30 March 2016

Using construction waste

In our neighbourhood demolition of old homes and construction of new is a part of the streetscape.

Both our children can pick the sound of an excavator munching into a house from blocks away. Skip bins seem to decorate every street. 


We are neither demolishing nor building, but we try to do our small bit to put at least some construction waste to better use. 

One recent project was the guinea pig cage - aka The Piggie Palace. 


The Piggie Palace is made largely from old floorboards, salvaged (by a friend) from a house under demolition.

Timber from the bin in front of the construction site two doors up has partly been stockpiled, and partly used to construct shelves and bench in Tyson's teeny shed. 

Meanwhile I used bricks salavaged from the same site to make a new sandpit. 

After setting my team to work emptying out the patch of garden that had become known as 'the digging hole', I gave it brick walls. 

Tyson later added a black plastic lining to the bottom and new clean sand completed the transformation.

Initial Time: Collecting and storing waste materials took varying amounts of time, from about twenty minutes to collect and stack some bricks to a half day expedition to retrieve and store salvaged floorboards and other timber from the shed of a friend who was moving into a smaller place. Using salvaged materials added a little time to the Piggie Palace, as floorboards had to be ripped to the right width, but generally 'waste' takes no more time to use than new stuff.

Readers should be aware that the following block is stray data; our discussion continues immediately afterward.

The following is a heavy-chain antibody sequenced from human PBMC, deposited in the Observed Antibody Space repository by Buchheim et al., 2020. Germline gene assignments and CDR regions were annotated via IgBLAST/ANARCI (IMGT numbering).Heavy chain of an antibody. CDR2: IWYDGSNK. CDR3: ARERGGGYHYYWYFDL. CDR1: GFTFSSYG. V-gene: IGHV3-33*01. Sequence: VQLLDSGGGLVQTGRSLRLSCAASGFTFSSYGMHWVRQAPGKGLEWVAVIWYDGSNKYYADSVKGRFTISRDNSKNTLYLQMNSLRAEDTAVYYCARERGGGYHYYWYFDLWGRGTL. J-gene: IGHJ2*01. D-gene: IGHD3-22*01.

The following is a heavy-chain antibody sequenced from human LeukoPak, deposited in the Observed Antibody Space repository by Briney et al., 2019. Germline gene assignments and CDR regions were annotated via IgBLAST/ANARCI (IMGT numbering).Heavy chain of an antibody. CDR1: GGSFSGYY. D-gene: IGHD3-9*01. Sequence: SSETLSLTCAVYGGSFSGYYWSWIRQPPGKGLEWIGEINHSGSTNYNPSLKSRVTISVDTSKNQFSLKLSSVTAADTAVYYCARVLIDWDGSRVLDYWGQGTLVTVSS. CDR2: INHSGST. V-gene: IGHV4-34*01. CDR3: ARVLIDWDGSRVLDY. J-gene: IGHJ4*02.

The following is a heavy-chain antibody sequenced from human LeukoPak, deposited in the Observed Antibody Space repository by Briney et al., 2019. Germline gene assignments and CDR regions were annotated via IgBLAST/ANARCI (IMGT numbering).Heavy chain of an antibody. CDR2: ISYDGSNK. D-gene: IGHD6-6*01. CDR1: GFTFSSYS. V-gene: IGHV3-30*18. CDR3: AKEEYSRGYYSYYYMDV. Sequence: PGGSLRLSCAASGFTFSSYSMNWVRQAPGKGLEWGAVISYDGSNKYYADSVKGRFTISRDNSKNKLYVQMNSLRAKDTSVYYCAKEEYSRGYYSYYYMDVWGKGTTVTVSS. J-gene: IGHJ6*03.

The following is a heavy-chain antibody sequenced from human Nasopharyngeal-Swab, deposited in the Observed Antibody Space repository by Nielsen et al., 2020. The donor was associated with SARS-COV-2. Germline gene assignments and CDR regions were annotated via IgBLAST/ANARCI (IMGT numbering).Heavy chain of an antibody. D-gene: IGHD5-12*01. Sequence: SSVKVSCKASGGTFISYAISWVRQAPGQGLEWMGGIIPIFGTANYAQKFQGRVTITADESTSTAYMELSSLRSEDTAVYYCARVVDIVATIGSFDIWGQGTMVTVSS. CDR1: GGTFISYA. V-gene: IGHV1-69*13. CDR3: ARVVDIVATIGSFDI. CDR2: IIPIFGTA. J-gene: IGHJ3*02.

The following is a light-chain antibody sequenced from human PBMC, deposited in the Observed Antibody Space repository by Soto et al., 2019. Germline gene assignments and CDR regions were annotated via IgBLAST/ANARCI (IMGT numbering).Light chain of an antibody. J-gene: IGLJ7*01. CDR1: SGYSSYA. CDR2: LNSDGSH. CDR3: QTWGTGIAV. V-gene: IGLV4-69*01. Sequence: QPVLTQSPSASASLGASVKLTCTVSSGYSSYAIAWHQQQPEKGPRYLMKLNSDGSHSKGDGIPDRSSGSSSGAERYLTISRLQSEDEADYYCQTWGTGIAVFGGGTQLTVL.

Initial Cost: zero for waste materials; most projects have required some additional purchases (eg. sand for the sandpit, fastenings for the Piggie Palace)

Ongoing time or cost commitment: For these projects, zero. The ongoing commitment is to use materials we have salvaged and stored (mostly timber). Some of this timber (that which is not treated) will be burnt in our fire drum through the cooler months.


Impact: According to the Australian Bureau of Statistics, over 40% of the waste generated in Australia is construction and demolition waste. Most of it (over 80%) is concrete and bricks. Fortunately, there are efforts to recycle construction and demolition waste. In 2003 (the most recent statistics), 57% of this waste was recycled, compared with only 46% of total waste, meaning that 'only' 34% of landfill across the country was comprised of construction and demolition waste. Here in Perth, however, things are much worse, with only 21% of this form of waste recycled, making it 57% of our landfill (approximately 1.5 million of an annual 2.7 million tonnes of landfill). And even the national figures are not great when you consider that around 75% of this waste is 'clean excavated material, concrete, bricks and timber'. In New South Wales, this 75% is largely saved from landfill. The rest of us need to lift our game. (And perhaps we are. These are quite old figures. Something from 2012 apparently says WA has upped its recycling in this sector to 30-40%).